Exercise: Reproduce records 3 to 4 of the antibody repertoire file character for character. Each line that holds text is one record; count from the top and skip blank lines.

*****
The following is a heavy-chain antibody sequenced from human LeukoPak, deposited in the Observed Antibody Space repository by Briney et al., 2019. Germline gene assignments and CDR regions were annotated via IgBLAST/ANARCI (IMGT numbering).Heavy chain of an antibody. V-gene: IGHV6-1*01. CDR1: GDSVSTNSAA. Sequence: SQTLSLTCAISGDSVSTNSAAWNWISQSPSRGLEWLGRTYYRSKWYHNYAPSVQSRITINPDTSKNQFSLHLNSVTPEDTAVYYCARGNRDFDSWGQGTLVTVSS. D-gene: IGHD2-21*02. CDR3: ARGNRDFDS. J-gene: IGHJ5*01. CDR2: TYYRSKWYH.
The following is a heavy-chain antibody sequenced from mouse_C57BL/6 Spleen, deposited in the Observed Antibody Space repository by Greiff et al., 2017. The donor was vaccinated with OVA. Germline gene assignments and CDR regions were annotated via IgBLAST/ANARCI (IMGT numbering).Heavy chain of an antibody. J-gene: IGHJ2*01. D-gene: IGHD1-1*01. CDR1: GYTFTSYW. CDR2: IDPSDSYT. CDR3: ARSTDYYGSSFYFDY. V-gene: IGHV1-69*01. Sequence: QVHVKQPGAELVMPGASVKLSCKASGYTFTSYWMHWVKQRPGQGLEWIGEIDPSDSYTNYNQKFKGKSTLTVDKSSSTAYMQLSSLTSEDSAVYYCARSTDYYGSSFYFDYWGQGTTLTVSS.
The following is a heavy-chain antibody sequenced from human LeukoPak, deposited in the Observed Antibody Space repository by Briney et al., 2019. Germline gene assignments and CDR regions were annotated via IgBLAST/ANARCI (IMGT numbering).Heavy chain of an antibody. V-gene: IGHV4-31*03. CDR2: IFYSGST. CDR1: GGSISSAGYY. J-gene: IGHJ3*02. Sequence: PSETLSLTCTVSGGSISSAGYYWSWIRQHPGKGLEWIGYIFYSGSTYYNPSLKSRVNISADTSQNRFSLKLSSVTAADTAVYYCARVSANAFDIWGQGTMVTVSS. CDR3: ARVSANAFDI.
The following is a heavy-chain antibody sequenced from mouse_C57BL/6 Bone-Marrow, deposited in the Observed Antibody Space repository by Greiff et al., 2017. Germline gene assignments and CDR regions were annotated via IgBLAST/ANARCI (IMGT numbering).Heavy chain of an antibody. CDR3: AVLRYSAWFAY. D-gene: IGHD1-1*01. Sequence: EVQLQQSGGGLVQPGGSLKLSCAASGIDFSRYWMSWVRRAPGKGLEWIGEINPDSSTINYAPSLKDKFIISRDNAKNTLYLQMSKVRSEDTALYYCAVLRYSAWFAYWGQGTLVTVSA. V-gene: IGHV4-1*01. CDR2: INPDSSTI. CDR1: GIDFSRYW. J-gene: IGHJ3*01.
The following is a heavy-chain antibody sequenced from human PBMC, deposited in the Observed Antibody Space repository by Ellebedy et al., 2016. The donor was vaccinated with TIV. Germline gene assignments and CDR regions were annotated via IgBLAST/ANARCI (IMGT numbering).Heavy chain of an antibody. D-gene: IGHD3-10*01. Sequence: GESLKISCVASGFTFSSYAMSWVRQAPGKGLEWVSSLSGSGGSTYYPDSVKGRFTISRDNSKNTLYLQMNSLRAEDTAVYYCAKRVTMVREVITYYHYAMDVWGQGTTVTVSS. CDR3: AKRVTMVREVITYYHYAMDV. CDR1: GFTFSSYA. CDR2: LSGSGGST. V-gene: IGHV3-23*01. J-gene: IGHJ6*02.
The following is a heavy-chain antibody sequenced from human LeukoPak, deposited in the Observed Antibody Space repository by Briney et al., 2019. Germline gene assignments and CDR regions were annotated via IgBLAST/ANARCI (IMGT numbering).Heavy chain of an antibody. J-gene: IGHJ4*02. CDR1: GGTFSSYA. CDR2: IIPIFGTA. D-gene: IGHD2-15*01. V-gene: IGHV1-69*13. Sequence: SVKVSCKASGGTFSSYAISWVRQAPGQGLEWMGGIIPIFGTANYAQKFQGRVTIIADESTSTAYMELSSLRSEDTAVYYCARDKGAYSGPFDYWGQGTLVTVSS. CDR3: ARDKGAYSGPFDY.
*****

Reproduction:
The following is a heavy-chain antibody sequenced from human LeukoPak, deposited in the Observed Antibody Space repository by Briney et al., 2019. Germline gene assignments and CDR regions were annotated via IgBLAST/ANARCI (IMGT numbering).Heavy chain of an antibody. V-gene: IGHV4-31*03. CDR2: IFYSGST. CDR1: GGSISSAGYY. J-gene: IGHJ3*02. Sequence: PSETLSLTCTVSGGSISSAGYYWSWIRQHPGKGLEWIGYIFYSGSTYYNPSLKSRVNISADTSQNRFSLKLSSVTAADTAVYYCARVSANAFDIWGQGTMVTVSS. CDR3: ARVSANAFDI.
The following is a heavy-chain antibody sequenced from mouse_C57BL/6 Bone-Marrow, deposited in the Observed Antibody Space repository by Greiff et al., 2017. Germline gene assignments and CDR regions were annotated via IgBLAST/ANARCI (IMGT numbering).Heavy chain of an antibody. CDR3: AVLRYSAWFAY. D-gene: IGHD1-1*01. Sequence: EVQLQQSGGGLVQPGGSLKLSCAASGIDFSRYWMSWVRRAPGKGLEWIGEINPDSSTINYAPSLKDKFIISRDNAKNTLYLQMSKVRSEDTALYYCAVLRYSAWFAYWGQGTLVTVSA. V-gene: IGHV4-1*01. CDR2: INPDSSTI. CDR1: GIDFSRYW. J-gene: IGHJ3*01.